In the mathematics of 1988, Cheshire County was for a few months an important part of the equation. Candidates descended upon it in unlikely numbers, each encumbered with an entourage of Washington operators and media types and, far to the rear, local people who for one reason or another had attached themselves to his train. These reasons ranged from ideological conviction to a taste for adventure, but all of the amateurs had in common a conviction that their participation in the primary was important. As one of them said, "We in New Hampshire take the primary seriously. We look at these characters belly button to belly button on behalf of the 250 million Americans before the 'media wars' begin."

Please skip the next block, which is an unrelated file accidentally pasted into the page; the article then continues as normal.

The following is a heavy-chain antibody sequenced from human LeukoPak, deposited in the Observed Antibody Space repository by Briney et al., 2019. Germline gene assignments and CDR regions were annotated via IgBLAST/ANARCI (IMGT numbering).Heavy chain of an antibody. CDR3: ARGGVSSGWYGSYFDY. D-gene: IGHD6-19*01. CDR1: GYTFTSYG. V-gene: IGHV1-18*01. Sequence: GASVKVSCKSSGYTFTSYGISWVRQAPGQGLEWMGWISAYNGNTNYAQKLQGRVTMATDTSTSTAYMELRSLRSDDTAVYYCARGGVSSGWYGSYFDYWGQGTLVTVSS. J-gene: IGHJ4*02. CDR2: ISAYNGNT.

That might be described as the Official Version of the New Hampshire primary, the version that emphasizes how these famous men come to this little state and are forced to meet the people on their own terms in a campaign that is grassroots democracy at its best. It's a mythology to which Duncan is sympathetic, but he's scarcely bought it whole. He takes note of "a sense that more than a few people in New Hampshire had begun to consider their unique role in American politics not as a privilege, but as a right to be flaunted"; he points out that, contrary to the conventional wisdom, "the great preponderance of New Hampshire's voters never meet a candidate for president." He also makes a good case that the "mythic ritual" of this door-to-door campaign is enacted not for the voters of New Hampshire but for the television cameras that film it for national exposure.